Which coincidentally, can be exactly one way of "dealing" with this "problem"; Gaming time can be family time and time with friends where socialization is taught, as well as cooperation and teamwork.

That said, as others have asked "so what exactly is the real problem here?" If the answer is "he gets none of his homework or chores done", then the real problem is motivation. You've already found the means to motivate him, now it's just a matter of using that motivation to get work done. This should be the line of reasoning every time you find yourself saying "All he ever cares about is X". Would you be upset if he was spending "too much" time doing math problems? Or if he was constantly obsessed with the bond market?

Video games might seem useless to you, but my obsession with gaming and computers turned into a career as a Systems Administrator for an ISP.

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Yay for Bubble Bobble. I actually bought a used copy to play with my kids. –  Sean McMillan Dec 20 '11 at 16:32

Get a good parental control software, or a Mac, where those things are built in. You can specify "max hours of usage" on a school day, or weekend, and also bound those hours in a time window (e.g. 9am - 7pm).

This is a good way to limit the usage without having to "work" as a hall monitor. Your kids should not have administrative access to their computers. You should have that privilege.

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Off-topic (better on superuser.com), but I'm curious: what's the name of the built-in software in a Mac? –  Torben Gundtofte-Bruun May 6 '11 at 7:32
    
I use hardware I have, it's much more reliable, it doesn't crash and it's indiscriminate. It's called my index finger. –  Hairy May 20 '11 at 7:56

Maybe you could start by finding an activity that involves your phones gps. Try geocaching or one of the other games that requires you and your son to get outside together. ...photography maybe?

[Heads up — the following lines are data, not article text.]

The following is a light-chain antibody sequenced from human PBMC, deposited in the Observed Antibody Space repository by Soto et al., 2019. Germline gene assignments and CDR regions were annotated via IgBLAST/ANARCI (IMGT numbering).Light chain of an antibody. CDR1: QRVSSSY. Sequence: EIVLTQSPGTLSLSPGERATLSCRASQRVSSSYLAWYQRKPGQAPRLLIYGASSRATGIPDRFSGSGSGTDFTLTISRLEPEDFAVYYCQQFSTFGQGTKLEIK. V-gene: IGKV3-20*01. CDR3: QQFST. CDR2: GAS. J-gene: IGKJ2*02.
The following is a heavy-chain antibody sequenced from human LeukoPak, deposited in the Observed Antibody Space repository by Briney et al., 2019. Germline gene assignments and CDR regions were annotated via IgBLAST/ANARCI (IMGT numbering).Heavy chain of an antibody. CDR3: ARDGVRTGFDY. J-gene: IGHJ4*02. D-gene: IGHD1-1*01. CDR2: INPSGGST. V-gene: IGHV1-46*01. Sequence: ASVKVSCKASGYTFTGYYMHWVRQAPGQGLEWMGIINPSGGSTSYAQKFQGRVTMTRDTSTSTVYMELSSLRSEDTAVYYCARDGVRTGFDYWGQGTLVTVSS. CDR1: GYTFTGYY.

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+1 - This is a cracking introduction to technologies, geography, orienteering, and just is great being outside as a family; fantastic activity. –  Hairy May 20 '11 at 7:57

We limit video game time to the weekends (Fri/Sat/Sun). Even so, it was still hard to get our kids to put the controllers down/limit the hours they spent on those days.

I recently instituted a system of rewards so my kids can earn credits they can redeem for Wii time. They can earn one Wii buck for helping around the house during the week, complying with special requests, etc. Each Wii buck is worth 30 minutes of play and they can only earn 4 Wii bucks for each weekend day.

A nice byproduct of this is that they're starting to learn budgeting (they don't want to blow all their Wii bucks in the first 2 hours of the day), and I have a good way to incent them to do things they are reluctant to do during the week. It's a lot easier for them to understand "you only have 2 Wii bucks left" than "you've already played for an hour and forty-five minutes so you only have fifteen minutes left."

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The simplest way to stop your child from playing computer games is take the computer away from them.